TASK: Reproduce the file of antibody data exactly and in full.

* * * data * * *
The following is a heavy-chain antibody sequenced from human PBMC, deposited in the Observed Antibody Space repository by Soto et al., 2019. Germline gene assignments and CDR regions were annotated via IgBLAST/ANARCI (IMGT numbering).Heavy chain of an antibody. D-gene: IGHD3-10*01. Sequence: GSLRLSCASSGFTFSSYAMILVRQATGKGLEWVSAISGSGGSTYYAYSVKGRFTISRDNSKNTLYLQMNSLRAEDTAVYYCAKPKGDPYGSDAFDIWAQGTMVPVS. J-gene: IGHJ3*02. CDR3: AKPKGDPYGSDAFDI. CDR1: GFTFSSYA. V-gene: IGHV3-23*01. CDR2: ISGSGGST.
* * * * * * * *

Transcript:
The following is a heavy-chain antibody sequenced from human PBMC, deposited in the Observed Antibody Space repository by Soto et al., 2019. Germline gene assignments and CDR regions were annotated via IgBLAST/ANARCI (IMGT numbering).Heavy chain of an antibody. D-gene: IGHD3-10*01. Sequence: GSLRLSCASSGFTFSSYAMILVRQATGKGLEWVSAISGSGGSTYYAYSVKGRFTISRDNSKNTLYLQMNSLRAEDTAVYYCAKPKGDPYGSDAFDIWAQGTMVPVS. J-gene: IGHJ3*02. CDR3: AKPKGDPYGSDAFDI. CDR1: GFTFSSYA. V-gene: IGHV3-23*01. CDR2: ISGSGGST.